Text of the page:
Every month we send an email newsletter to our supporters sharing recent updates from our work. We publish selected portions of the newsletter on our blog to make this news more accessible to people who visit our website. For key updates from the latest installment, please see below!

If you’d like to receive the complete newsletter in your inbox each month, you can subscribe here.

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Chandler Brotak

Malengo: Supporting students to pursue education internationally

1 month ago

GiveWell recently recommended a grant of up to $750,000 to Malengo, an educational migration program. Malengo supports students from low-income countries in moving to high-income countries for university. The goal is to enable them to earn a higher income over time, benefiting both the students and their families.

This post shares why we think Malengo's program could be cost-effective, how filling this specific funding gap might enable Malengo's program to become more financially sustainable, and what we hope to learn next.

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Isabel Arjmand

March 2024 open thread

1 month 2 weeks ago

Our goal with hosting quarterly open threads is to give blog readers an opportunity to publicly raise comments or questions about GiveWell or related topics (in the comments section below). As always, you’re also welcome to email us at info@givewell.org or to request a call with GiveWell staff if you have feedback or questions you’d prefer to discuss privately. We’ll try to respond promptly to questions or comments.

You can view previous open threads here.

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Jeremy Rehwaldt

March 2024 updates

1 month 2 weeks ago

Every month we send an email newsletter to our supporters sharing recent updates from our work. We publish selected portions of the newsletter on our blog to make this news more accessible to people who visit our website. For key updates from the latest installment, please see below!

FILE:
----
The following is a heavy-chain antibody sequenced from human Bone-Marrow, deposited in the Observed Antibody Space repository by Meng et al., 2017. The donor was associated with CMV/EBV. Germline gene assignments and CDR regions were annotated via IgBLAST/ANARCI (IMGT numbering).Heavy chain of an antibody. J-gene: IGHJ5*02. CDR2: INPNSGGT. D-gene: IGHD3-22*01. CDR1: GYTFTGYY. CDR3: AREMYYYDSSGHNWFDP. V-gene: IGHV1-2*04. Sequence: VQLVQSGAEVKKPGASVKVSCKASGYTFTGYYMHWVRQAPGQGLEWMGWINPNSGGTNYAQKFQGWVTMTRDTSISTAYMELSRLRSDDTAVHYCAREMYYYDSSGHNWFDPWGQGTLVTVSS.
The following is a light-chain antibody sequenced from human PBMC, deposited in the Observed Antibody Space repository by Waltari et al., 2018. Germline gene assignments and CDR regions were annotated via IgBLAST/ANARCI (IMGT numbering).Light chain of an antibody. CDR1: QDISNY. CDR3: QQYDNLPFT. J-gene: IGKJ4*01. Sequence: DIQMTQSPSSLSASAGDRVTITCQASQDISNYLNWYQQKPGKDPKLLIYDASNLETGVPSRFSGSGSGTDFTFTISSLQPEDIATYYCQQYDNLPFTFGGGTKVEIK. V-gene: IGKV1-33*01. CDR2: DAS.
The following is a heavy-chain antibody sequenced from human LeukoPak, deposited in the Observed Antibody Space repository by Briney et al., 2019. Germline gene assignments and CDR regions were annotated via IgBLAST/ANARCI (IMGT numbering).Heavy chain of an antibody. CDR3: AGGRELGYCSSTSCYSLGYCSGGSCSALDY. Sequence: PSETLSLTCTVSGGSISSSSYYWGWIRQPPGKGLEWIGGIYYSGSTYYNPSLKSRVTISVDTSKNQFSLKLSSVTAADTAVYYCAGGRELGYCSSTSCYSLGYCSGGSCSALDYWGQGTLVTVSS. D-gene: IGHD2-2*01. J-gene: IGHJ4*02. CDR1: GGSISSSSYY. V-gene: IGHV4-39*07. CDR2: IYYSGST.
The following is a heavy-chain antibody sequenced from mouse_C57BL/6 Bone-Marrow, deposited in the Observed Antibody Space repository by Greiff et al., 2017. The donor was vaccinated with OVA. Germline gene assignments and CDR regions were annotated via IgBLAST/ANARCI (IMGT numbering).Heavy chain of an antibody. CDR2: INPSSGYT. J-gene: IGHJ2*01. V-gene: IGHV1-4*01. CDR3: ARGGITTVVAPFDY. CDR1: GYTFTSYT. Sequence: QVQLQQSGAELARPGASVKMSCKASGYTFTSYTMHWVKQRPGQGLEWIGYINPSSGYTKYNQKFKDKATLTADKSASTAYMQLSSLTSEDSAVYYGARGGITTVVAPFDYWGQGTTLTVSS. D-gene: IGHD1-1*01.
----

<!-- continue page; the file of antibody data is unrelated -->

If you’d like to receive the complete newsletter in your inbox each month, you can subscribe here.

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The post March 2024 updates appeared first on The GiveWell Blog.

Chandler Brotak

What we fund, #1: We fund many opportunities outside our top charities

1 month 4 weeks ago

GiveWell aims to find and fund programs that have the greatest impact on global well-being. We're open to funding whichever global health and development opportunities seem most cost-effective. So while our top charities list is still what we're best known for, it's only part of our impact; we also dedicate substantial funding and research effort to opportunities beyond top charities.

In 2022, 71% of the funds we directed supported our four current top charities, and 29% were directed to other programs. However, most of our research capacity goes toward programs other than our top charities. This is because (a) most programs we direct funding to aren't top charities (we have four top charities but directed funding to about 40 other grantees in 2022), and (b) it requires more effort to investigate a program we know less deeply.

In this post we’ll share:

  • The overall scope of our grantmaking
  • Why we dedicate funding and research capacity to programs other than our top charities
  • The types of opportunities we support

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The post What we fund, #1: We fund many opportunities outside our top charities appeared first on The GiveWell Blog.

Isabel Arjmand

GiveWell from A to Z

4 months 3 weeks ago

To celebrate the end of 2023, we're highlighting a few key things to know about GiveWell—from A to Z. These aren't necessarily the 26 most important parts of our work (e.g., we could include only "transparency" or "top charities" for T) but they do fit the alphabet, and we've linked to other pages where you can learn more.

All Grants Fund. Our recommendation for donors who have a high level of trust in GiveWell and are open to programs that might be riskier than our top charities.